NYMC > School of Medicine (SOM) > SOM Academics > Undergraduate Medical Education (M.D. Program) > Student Research Opportunities > Student Research FAQs

Medical Student Research FAQs

Here are some of the more frequently asked questions (FAQs) about NYMC School of Medicine's student research programs:

  1. Aside from the fact that you will be expanding the forefront of medical knowledge that provides the foundation for the development of new diagnostic and therapeutic modalities, there are more immediate benefits to participating in biomedical research. Conducting research as a medical student will teach you to critically appraise the scientific literature, develop effective presentation skills, and enhance critical thinking. These skills not only will make you more competitive for highly selective residency programs, but are essential to professional success throughout your career. Having your name on a peer- reviewed publication doesn’t hurt your career prospects, either!

  2. Medical school is expensive, no question about it! There are stipends available from the Office of Student Affairs for students who conduct research during the summer between 1st and 2nd years. Stipends are typically $1500 for a 6-week research project, if the mentor is a NYMC faculty member. If your mentor is not affiliated with NYMC (for example, you are continuing research you began as an undergraduate), stipends are $1000 for the summer.

    Each year, several NYMC SOM students receive external grants, primarily from The New York Academy of Medicine (http://nyam.org/awards-grants/student- grants/). There are student grants for general medical research, as well as specific grants for research in the fields of urology and cardiovascular diseases. These prestigious grants range from $3500 to $4500 for a 10-12 week mentored project.

  3. Students frequently conduct research during the summer between the 1st and 2nd years, either at NYMC or at their undergraduate institution, if they return home for the summer. In addition, research electives are available during both the 3rd and 4th years. Some SOM students choose to continue their 2nd-year project during the following two years, resulting in a longitudinal research experience.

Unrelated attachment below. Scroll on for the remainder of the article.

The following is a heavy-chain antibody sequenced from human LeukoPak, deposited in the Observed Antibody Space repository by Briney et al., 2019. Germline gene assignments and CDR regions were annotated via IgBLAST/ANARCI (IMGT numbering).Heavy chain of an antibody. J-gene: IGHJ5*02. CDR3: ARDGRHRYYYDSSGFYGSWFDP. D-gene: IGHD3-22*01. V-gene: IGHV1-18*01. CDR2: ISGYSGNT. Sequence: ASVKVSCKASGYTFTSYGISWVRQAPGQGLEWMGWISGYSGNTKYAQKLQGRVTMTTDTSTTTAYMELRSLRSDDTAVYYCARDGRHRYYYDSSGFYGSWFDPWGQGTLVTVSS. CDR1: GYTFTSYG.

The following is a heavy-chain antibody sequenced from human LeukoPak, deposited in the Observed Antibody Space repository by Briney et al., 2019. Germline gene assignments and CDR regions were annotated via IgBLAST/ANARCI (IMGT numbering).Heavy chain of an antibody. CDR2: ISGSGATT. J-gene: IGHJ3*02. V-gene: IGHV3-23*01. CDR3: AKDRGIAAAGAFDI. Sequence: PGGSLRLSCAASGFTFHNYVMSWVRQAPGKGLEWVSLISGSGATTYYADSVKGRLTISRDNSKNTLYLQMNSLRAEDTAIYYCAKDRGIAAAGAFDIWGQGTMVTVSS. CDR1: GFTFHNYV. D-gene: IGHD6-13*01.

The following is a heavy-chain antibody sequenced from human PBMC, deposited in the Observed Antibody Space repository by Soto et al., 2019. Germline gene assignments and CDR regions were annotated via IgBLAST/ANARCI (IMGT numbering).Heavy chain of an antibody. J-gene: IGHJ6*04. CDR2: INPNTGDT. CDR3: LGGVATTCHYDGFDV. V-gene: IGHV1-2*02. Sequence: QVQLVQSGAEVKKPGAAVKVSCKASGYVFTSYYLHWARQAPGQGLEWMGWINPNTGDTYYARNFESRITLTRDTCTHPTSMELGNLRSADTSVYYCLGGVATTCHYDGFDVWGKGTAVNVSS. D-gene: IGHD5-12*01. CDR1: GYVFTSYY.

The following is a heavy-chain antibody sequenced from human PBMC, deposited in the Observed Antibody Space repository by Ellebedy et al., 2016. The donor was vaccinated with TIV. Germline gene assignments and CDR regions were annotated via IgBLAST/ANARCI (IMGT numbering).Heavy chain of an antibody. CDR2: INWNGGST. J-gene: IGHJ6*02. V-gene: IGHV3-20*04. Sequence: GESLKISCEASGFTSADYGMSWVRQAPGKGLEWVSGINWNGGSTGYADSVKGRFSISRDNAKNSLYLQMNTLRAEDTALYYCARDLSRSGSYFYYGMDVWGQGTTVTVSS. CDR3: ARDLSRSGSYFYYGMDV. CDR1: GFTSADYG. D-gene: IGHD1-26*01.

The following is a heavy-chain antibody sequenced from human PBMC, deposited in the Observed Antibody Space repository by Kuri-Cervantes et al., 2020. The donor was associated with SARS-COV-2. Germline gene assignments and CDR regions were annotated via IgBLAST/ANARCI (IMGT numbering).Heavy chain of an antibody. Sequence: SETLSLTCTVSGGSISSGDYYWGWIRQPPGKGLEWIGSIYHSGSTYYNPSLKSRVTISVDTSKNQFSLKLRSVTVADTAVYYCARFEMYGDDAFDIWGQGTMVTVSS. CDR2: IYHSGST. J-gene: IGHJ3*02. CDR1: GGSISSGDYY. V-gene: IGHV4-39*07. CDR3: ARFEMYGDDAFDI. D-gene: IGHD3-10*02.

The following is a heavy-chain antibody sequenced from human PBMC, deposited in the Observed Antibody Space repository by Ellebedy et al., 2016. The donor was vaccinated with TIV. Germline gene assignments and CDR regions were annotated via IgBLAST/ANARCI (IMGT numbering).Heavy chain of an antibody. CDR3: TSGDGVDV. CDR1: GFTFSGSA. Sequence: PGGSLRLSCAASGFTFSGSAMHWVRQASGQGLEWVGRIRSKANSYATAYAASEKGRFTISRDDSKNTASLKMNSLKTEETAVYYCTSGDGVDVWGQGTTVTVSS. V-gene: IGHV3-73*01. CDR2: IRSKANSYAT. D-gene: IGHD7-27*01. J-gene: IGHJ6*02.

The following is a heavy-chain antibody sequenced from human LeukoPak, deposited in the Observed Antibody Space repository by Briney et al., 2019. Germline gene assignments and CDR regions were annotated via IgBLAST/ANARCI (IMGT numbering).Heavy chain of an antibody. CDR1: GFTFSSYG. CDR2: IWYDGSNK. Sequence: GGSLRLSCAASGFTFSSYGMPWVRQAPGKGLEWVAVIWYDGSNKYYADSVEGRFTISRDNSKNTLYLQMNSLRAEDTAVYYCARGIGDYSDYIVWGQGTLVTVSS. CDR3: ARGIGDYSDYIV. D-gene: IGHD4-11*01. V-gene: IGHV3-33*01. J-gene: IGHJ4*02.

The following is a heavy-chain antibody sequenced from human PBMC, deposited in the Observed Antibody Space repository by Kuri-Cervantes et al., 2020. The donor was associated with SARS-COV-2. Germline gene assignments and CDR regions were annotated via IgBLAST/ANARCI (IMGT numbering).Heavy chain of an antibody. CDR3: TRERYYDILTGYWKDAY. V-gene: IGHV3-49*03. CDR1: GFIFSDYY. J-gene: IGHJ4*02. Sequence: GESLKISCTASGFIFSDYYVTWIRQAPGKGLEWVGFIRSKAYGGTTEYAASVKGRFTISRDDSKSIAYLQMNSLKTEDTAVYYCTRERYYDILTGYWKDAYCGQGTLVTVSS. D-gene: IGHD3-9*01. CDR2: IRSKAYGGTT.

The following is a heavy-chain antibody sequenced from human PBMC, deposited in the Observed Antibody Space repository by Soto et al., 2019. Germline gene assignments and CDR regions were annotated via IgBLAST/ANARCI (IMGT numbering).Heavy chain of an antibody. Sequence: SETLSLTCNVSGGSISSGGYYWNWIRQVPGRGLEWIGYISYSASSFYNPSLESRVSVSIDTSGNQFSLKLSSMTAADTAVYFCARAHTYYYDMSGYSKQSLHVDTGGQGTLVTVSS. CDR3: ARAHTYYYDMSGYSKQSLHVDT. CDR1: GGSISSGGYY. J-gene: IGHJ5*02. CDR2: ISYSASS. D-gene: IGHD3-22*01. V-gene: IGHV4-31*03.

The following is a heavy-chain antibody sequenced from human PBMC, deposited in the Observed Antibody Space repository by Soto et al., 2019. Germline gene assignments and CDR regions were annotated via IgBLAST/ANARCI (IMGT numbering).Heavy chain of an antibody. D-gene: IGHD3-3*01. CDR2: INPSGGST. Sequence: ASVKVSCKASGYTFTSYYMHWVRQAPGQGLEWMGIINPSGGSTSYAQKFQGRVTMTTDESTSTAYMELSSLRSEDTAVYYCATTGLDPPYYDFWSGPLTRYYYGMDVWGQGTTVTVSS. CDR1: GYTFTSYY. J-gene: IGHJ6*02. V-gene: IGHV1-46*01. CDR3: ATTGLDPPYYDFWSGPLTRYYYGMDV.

4. The Research Opportunities catalog contains a listing of NYMC SOM faculty, in both the basic/translational and clinical research areas, who welcome the opportunity to mentor SOM students. The catalog contains the faculty member’s lab/office location, office telephone number, and (in most cases) e-mail address, along with an overview of the faculty member’s research interests. Please contact your prospective mentor to learn more about specific research projects that are available.

    Please note that you are NOT restricted to the list of cataloged mentors. You are welcome to seek out opportunities independently by reaching out to faculty.

  5. 1st, 2nd, and 4th year students: you are NOT required to have a mentor who has an NYMC faculty appointment. However, this might be desirable if you are a planning to conduct longitudinal research.

    3rd year students: in order to obtain credit for the 3rd year research elective, your mentors DOES need to have an NYMC faculty appointment; all 3rd year courses are “in house”.

  6. 1st and 2nd year students: Have a rewarding research experience! Please don’t forget to present your work at the Medical Student Research Forum next spring!

    3rd and 4th year students: You will need to complete a research elective request form and submit to Dr. Mary Petzke (mary_petzke@nymc.edu) for approval. On the form, you will describe your proposed project, including the question you are addressing, the extent of your involvement in the project (i.e., will you be collecting the data, conducting data analysis, writing the manuscript?), and the anticipated scholarly product that will result from your efforts. Once approved, the signed form will be forwarded by Dr. Petzke to the 3rd or 4th year Curriculum Director, as appropriate, in order to finalize your list of electives. Please consider sharing your results at the Medical Student Research Forum next spring!

  7. The Office of Research Administration is an excellent resource for information on administrative requirements related to human subjects research : (https://www.nymc.edu/research/office-of-research-administration/)

    Please note that anyone who conducts human subjects research at NYMC or an NYMC affiliate site is required to complete the CITI course prior to beginning. This is done online and will take several hours. Please follow the instructions found here: https://www.nymc.edu/research/office-of-research-administration/human-subjects-researchirb/human-subjects-research-educational-program-citi/

  8. Dr. Mary Petzke, Assistant Dean for Medical Student Research can be contacted at any time and welcomes all questions, comments, or suggestions regarding SOM student research. All inquiries will receive a prompt response.

    Dr. Mary Petzke, Assistant Dean for Medical Student Research
    Office: BSB C31 (next to Student Health Services)
    Phone: 914-594-4973